Whether realizing it or not, the moment you open a social media app, you embark upon a battlefield. A battlefield where users are armed with stunning panoramas and vivid video clips, showing off what they did over the weekend or what they ate for lunch. And with each scroll, you start to wish you were them, making mental notes to try out that hip new coffee shop or to hike that east-side trail.
And before you know it, you’ve become another victim in this silent war going on in the world of social media; the war of “one-upping.”
It’s an actual term in the dictionary that means, “to get the better of; succeed in being a point, move, step, etc., ahead of (someone).” To add to that definition, I think one-upping happens for two reasons: comparison and insecurity.
Thanks to the internet and social media, we are more connected to the world around us than ever before. We can speak with family living across the globe, discover music artists from a foreign country and learn about different cultures and trends.
While this is a remarkable feat for humankind, it is also what leads to the emotional downfall of society through corrupt comparisons. An example might be someone scrolling through photos of a classmate, posed next to the Gum Wall in Seattle. It’s her third trip this month, leading the user to examine her life up until that moment. Have I gone somewhere as remarkable? What was the last trip I took?
Where comparison ends, insecurity begins. This causes others to seek gratification and attention through “one-upping;” with each “like” or comment on a post, a one-upper will feel elated, and their insecurity will be sated.
That is, until someone posts an even cooler photo or shares an even more impactful statement than the one-upper’s. From there, the cycle repeats itself, as comparisons are again made and insecurities return.
Everyone has insecurities—and there is absolutely nothing wrong with that. However, there are certain ways that we can deal with them. One-upping on social media is not one.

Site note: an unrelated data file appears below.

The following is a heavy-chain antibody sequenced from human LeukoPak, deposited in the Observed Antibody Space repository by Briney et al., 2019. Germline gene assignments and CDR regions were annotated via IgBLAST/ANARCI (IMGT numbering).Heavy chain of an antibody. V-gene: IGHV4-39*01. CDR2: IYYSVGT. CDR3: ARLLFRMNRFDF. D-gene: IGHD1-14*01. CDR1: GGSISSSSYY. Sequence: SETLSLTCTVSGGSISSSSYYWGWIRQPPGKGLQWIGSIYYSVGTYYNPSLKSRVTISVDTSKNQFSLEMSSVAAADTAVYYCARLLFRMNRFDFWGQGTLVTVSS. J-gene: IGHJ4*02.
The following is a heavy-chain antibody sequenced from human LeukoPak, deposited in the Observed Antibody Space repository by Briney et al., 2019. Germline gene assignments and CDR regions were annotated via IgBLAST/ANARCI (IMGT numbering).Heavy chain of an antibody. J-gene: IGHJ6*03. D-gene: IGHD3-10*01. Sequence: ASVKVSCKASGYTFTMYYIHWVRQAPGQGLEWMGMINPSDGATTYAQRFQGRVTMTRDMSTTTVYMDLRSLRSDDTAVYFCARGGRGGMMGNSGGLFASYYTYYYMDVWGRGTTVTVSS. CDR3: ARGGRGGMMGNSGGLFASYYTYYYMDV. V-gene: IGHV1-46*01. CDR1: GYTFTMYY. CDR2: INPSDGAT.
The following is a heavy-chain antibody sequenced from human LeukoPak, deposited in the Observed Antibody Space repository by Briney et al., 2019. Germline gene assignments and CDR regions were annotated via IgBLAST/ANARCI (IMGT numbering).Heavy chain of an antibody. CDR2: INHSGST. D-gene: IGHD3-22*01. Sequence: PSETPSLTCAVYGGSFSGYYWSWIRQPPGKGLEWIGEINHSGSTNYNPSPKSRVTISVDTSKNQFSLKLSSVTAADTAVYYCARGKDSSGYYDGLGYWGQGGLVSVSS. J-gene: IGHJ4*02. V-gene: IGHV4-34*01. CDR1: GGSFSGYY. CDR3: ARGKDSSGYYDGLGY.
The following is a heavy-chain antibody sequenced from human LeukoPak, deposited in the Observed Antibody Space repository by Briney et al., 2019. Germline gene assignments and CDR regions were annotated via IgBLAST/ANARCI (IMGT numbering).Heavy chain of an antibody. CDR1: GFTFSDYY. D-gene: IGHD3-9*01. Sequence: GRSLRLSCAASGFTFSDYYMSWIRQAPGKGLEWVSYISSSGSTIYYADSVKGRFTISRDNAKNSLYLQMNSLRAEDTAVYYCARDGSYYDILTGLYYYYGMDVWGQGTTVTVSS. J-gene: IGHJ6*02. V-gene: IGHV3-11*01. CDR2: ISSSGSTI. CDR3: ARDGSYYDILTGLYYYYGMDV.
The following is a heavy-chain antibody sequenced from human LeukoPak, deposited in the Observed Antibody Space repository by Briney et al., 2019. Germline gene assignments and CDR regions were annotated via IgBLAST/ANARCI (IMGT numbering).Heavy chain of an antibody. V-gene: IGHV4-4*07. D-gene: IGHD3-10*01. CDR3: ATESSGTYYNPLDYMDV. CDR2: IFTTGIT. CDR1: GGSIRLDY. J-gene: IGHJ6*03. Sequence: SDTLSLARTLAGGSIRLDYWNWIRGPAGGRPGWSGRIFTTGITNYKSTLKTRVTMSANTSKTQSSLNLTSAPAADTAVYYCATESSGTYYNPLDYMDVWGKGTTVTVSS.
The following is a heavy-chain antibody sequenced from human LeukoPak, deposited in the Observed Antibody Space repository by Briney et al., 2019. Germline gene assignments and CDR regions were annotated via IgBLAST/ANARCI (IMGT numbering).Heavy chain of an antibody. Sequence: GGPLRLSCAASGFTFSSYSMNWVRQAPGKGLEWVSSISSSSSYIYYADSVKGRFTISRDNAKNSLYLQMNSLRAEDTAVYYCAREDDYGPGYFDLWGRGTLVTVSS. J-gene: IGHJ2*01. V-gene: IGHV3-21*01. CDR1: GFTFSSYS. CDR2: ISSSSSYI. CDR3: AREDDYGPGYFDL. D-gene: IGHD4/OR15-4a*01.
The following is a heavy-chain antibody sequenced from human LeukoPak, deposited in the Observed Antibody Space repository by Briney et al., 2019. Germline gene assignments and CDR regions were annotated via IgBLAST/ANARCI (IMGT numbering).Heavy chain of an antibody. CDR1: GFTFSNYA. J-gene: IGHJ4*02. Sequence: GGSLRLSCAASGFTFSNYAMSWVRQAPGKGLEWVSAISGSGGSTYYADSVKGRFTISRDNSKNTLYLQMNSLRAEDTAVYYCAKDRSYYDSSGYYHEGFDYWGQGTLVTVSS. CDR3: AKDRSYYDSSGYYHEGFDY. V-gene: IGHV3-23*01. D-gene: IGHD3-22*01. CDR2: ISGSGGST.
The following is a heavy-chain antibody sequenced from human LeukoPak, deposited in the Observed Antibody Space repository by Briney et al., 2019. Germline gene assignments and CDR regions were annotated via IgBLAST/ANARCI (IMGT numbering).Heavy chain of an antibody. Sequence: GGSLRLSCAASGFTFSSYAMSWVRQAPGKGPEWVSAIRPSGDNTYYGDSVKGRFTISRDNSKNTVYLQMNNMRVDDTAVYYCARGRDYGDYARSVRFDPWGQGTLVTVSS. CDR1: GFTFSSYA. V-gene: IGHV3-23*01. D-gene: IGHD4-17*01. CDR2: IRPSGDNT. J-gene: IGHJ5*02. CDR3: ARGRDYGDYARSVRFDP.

In fact, it’s a pathetic way to confront self-doubt.
Social media should be utilized as a networking outlet, a way to connect people and explore new interests. It should not be used as a way to find respite for insecurity.
Just because a person feels insignificant about themselves does not mean that he or she can bring others down because of their own emotions. It’s immature and ruins the one-upper’s reputation among their social circles.
I have witnessed a few instances of one-upping, and needless to say, I could not help but shake my head. Everyone leads different lives, and while we may be united in interests, beliefs or ethnicity, comparing one’s existence to another is like comparing apples and oranges. How can we compare lives with different circumstances?
Whether someone means to one-up or not, it all comes down to one thing: intention. Say a person posts a photo of their latest adventure to share something exciting in their lives with others; this is completely fine. That is what social media was created for: establishing and maintaining connections with people.
But if someone uploads photos or replies to other people’s posts with the intention to look “better” or superior, there is a serious issue. The internet and usage of social media is not an effective way to fix insecurity, confidence and self-esteem issues. Deal with the problem offline; personal predicaments should not be dealt with by “one-upping.”